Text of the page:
As news spread about devastating flooding in Nebraska that washed out a dam, destroyed homes and turned many fields into lakes, caring people in other states wasted no time responding.
On farms and ranches, many thousands of cattle were stranded and some died. Bales of hay were half-covered with water, grain bins were flooded and roads were closed. Livestock feed was an emergency need. Within hours, farmers began donating hay. In South Dakota, North Dakota and Minnesota. In Missouri, Kansas and Oklahoma. Even as far away as Ohio and Pennsylvania. And many other states.
As the number of hay donations grew, so did the number of people volunteering to haul the hay to the Cornhusker state. A convoy that originated in Dickinson, N.D., and picked up participants in South Dakota, hauled 200 tons of hay to Fullerton, Neb. The nine semi-trucks passed through Yankton, where hundreds of well-wishers lined the streets to show their gratitude.
That convoy and many other donations and transfers of hay were organized by Farm Rescue, a nonprofit relief organization that North Dakota native Bill Gross founded in 2005. By April 1, volunteers had delivered 25 loads of hay, with many more expected, said Dan Erdmann, Farm Rescue’s marketing and communications officer.
“Everyone took notice what was going on in Nebraska. The flooding was catastrophic in some areas,” Erdmann said. “We felt the best way to help was to initiate Operation Hay Lift, much like we did in 2017 when we hauled hay to ranchers dealing with drought in South Dakota. Since March 25, it’s been steady.”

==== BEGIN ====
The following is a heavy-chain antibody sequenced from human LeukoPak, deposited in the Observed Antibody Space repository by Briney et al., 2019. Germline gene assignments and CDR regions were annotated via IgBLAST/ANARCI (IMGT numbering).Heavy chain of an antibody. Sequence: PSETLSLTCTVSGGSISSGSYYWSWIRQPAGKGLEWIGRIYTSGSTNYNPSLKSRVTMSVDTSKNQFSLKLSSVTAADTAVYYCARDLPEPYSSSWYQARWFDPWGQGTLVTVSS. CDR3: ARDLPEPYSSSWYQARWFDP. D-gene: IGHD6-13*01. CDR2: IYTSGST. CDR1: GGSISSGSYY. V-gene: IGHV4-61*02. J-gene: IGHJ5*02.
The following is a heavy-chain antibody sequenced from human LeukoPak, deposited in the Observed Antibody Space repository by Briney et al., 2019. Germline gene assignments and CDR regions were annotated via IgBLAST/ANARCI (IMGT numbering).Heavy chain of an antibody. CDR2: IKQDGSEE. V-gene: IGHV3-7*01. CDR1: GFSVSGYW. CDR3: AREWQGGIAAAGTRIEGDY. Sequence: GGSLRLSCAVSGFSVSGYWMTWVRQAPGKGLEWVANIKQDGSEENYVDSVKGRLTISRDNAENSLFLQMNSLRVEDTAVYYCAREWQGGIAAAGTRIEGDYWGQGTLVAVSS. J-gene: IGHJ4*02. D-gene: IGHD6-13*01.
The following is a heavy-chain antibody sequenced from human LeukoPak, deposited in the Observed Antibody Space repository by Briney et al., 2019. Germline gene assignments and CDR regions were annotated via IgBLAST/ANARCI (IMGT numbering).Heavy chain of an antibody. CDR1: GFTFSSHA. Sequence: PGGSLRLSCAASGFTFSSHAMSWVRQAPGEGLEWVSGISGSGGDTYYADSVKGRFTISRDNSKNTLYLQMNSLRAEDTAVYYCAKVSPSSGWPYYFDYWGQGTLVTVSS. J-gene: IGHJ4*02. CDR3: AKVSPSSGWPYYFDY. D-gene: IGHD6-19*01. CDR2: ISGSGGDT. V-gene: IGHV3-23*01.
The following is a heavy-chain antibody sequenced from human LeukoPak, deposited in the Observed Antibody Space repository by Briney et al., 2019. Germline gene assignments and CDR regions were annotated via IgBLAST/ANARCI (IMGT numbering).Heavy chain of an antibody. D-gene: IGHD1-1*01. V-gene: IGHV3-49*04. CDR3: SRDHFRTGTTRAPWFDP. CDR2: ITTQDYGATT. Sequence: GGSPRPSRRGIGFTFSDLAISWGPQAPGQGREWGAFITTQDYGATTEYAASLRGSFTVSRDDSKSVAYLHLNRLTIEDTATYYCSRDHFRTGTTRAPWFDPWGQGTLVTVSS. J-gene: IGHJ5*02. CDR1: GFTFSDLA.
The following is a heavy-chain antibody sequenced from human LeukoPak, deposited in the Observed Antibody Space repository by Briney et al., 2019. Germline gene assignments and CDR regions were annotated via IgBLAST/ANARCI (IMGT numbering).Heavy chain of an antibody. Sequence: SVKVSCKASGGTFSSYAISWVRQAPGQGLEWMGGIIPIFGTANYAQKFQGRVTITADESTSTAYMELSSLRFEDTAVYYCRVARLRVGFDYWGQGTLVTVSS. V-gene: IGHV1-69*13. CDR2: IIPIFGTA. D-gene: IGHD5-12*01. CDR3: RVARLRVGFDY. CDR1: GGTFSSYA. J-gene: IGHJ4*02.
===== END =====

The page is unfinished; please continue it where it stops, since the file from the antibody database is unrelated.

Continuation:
Not all of the hay donations were group-organized. Trent Hanson of Presho was among the first individuals to respond when he donated and hauled 174 small square bales on March 17 to Columbus, Neb., where flooding was severe. The Columbus Sales Pavilion served as a drop-off point for people who donated hay.
“I had some bales in the barn, so I loaded them up and took off,” Hanson said. “Farmers kind of hang together. Someday, they might come back and help me. You never know.”
Hanson has a couple of friends in the Columbus area. Eric Rybak grew up near Presho, about eight miles away. “We’re like brothers on weekends,” Hanson said. “He wasn’t in the middle of the flooding, but he was on the edge of it. His other friend, Kylie Bloyd, organized a flood relief drive over Facebook and handled the details for Rybak’s donation.
The Nebraska Farm Bureau estimates that farm and ranch losses in that state could reach $1 billion.
Hay for livestock was one of the biggest needs, but because many livestock were stranded, surrounded by water, getting feed to them was a difficult challenge. During the last week of March, a Chinook helicopter dropped bales to stranded cattle in Colfax County.
Erdmann witnessed severe flooding damage near Verdigre, Neb. Three generations of a farm family there lost nearly everything after a dam on the Niobrara River broke near Spencer.
“There was no time for them to take care of anything. They lost their outbuildings, their fences, many cattle and calves,” Erdman said. “Thankfully, their herd was split up a little so they saved some. One house isn’t livable and the other house is gone.”
Although the flooding damage throughout the region has been widespread and devastating, the response that followed was impressive and overwhelming. It just shows that when times are tough, state borders don’t matter because people look out for one another.
A Farm Rescue truck loaded with hay is parked at a donation drop-off area near Verdigre, Neb.
To help flooded farmers, go to farmrescue.org and click on “Donate.” Farm Rescue has about 1,000 volunteers in 49 states. The Nebraska Department of Agriculture also is organizing donations of hay; call 1-800-831-0550 to donate.